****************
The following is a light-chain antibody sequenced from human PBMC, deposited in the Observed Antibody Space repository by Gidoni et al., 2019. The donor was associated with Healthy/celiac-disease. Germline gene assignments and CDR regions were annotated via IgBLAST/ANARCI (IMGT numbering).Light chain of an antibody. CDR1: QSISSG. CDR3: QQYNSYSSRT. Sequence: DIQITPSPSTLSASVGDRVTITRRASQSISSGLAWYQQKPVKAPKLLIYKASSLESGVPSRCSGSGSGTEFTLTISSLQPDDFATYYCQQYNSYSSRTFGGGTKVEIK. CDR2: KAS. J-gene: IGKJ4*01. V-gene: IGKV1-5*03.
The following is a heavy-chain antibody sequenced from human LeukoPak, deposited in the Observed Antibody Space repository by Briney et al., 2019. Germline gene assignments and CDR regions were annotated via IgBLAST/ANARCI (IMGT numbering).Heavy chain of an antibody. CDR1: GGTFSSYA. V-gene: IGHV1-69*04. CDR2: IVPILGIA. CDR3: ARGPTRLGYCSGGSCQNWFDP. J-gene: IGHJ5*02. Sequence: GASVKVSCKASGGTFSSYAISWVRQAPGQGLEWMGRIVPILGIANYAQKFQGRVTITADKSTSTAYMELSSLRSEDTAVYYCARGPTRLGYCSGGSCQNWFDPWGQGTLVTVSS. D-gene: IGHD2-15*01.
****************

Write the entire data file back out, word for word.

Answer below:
The following is a light-chain antibody sequenced from human PBMC, deposited in the Observed Antibody Space repository by Gidoni et al., 2019. The donor was associated with Healthy/celiac-disease. Germline gene assignments and CDR regions were annotated via IgBLAST/ANARCI (IMGT numbering).Light chain of an antibody. CDR1: QSISSG. CDR3: QQYNSYSSRT. Sequence: DIQITPSPSTLSASVGDRVTITRRASQSISSGLAWYQQKPVKAPKLLIYKASSLESGVPSRCSGSGSGTEFTLTISSLQPDDFATYYCQQYNSYSSRTFGGGTKVEIK. CDR2: KAS. J-gene: IGKJ4*01. V-gene: IGKV1-5*03.
The following is a heavy-chain antibody sequenced from human LeukoPak, deposited in the Observed Antibody Space repository by Briney et al., 2019. Germline gene assignments and CDR regions were annotated via IgBLAST/ANARCI (IMGT numbering).Heavy chain of an antibody. CDR1: GGTFSSYA. V-gene: IGHV1-69*04. CDR2: IVPILGIA. CDR3: ARGPTRLGYCSGGSCQNWFDP. J-gene: IGHJ5*02. Sequence: GASVKVSCKASGGTFSSYAISWVRQAPGQGLEWMGRIVPILGIANYAQKFQGRVTITADKSTSTAYMELSSLRSEDTAVYYCARGPTRLGYCSGGSCQNWFDPWGQGTLVTVSS. D-gene: IGHD2-15*01.